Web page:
By Arabia Higher Ed Editorial Staff
The latest Education First English Proficiency Index (EF EPI) has found that most countries in the Middle East and North Africa (MENA) are in the lowest proficiency bands even though English is a compulsory school subject in all schools in the region.
The EF EPI study draws its conclusions from data collected via English tests available for free over the Internet. The test was developed by a global language training company. 950,000 adults took the tests in 2015 from 72 countries.
The study suggests that, despite the strong presence of English in the national curricula of MENA countries, and the number of hours and years that students spend in English language classes, levels of English are quite low. English is the first foreign language learned in most countries in the region, and is on the rise in Algeria, Lebanon, Morocco and Tunisia where it is becoming the second foreign language, following French.
The 31-40 year-old age group has the weakest English, which differs from the global trend. This difference is remarkable because adults over 40 most likely picked up their English skills outside schools, either from individual study initiatives or in the workplace.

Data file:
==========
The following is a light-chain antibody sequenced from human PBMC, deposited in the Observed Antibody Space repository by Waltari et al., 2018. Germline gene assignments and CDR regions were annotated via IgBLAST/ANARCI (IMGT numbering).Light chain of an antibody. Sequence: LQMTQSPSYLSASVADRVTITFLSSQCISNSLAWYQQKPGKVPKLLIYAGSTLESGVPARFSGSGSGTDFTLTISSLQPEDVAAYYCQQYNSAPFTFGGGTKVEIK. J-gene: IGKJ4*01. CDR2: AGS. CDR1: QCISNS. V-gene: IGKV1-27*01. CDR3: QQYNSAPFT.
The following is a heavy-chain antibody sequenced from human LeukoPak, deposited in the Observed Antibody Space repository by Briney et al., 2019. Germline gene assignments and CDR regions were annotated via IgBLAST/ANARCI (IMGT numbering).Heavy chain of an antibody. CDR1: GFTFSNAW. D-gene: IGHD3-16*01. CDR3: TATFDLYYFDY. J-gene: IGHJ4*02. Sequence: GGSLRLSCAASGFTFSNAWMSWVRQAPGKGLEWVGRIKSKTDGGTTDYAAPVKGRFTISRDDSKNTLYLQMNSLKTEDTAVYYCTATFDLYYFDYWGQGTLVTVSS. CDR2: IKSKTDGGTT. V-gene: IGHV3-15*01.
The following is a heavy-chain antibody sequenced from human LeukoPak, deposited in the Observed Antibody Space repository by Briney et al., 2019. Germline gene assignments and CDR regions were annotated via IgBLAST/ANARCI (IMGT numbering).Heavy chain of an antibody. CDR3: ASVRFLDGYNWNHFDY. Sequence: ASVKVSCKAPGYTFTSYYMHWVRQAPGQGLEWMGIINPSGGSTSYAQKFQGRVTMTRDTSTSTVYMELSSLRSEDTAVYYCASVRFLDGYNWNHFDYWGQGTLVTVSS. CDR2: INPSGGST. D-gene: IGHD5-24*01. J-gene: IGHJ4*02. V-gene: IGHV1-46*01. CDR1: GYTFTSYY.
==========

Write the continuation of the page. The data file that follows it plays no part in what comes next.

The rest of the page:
According to the study, the overall level of proficiency is improving in only a few countries in the region but the average scores across all age groups are significantly below global averages.
The EF EPI study found that the MENA region includes six of the ten lowest-performing countries in the 2016 index, and is by far the world’s weakest region in English proficiency (EF EPI MENA Average: 44.92).
The EF EPI study results are not validated, and may not be reliable due to the lack of data regarding educational outcomes attainment in the MENA region and to the voluntary participation nature of the survey. However, they do agree with those from the 2011 GlobalEnglish Business English Index report which reveal that companies in the Middle East have the lowest-ranking average for Business English Competency (3.45 out of 10) in the contexts covered.
Even in contexts where universities in the region have shifted towards English as a medium of instruction such as Qatar or the UAE, neither the students nor most instructors appear to be ready for the rigors of academic coursework in English.
Arabic is the official language for teaching and learning in most public institutes of higher education in the MENA region while English is the language of choice in most private institutions that are growing in number.
Most universities in the region are increasing the level of competence in English. For example, English is required of all entrants into higher education institutions in Egypt, despite the lack of needs assessment and proficiency standards.
Universities are using English as the medium of instruction in some subjects and departments of English and translation have been expanded. Since the late 1990s, all university students, regardless of specialization, have been required to take courses in English communication skills.